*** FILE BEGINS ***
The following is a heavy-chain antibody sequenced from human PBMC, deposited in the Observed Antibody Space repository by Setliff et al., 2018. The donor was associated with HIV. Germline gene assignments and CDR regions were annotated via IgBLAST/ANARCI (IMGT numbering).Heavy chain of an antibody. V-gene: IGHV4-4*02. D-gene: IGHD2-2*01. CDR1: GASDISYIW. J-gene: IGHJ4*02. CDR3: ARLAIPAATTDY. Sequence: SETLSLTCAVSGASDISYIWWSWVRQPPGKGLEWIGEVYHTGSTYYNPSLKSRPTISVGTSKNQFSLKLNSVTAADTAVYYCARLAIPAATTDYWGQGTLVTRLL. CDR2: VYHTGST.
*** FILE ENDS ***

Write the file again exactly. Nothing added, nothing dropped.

The following is a heavy-chain antibody sequenced from human PBMC, deposited in the Observed Antibody Space repository by Setliff et al., 2018. The donor was associated with HIV. Germline gene assignments and CDR regions were annotated via IgBLAST/ANARCI (IMGT numbering).Heavy chain of an antibody. V-gene: IGHV4-4*02. D-gene: IGHD2-2*01. CDR1: GASDISYIW. J-gene: IGHJ4*02. CDR3: ARLAIPAATTDY. Sequence: SETLSLTCAVSGASDISYIWWSWVRQPPGKGLEWIGEVYHTGSTYYNPSLKSRPTISVGTSKNQFSLKLNSVTAADTAVYYCARLAIPAATTDYWGQGTLVTRLL. CDR2: VYHTGST.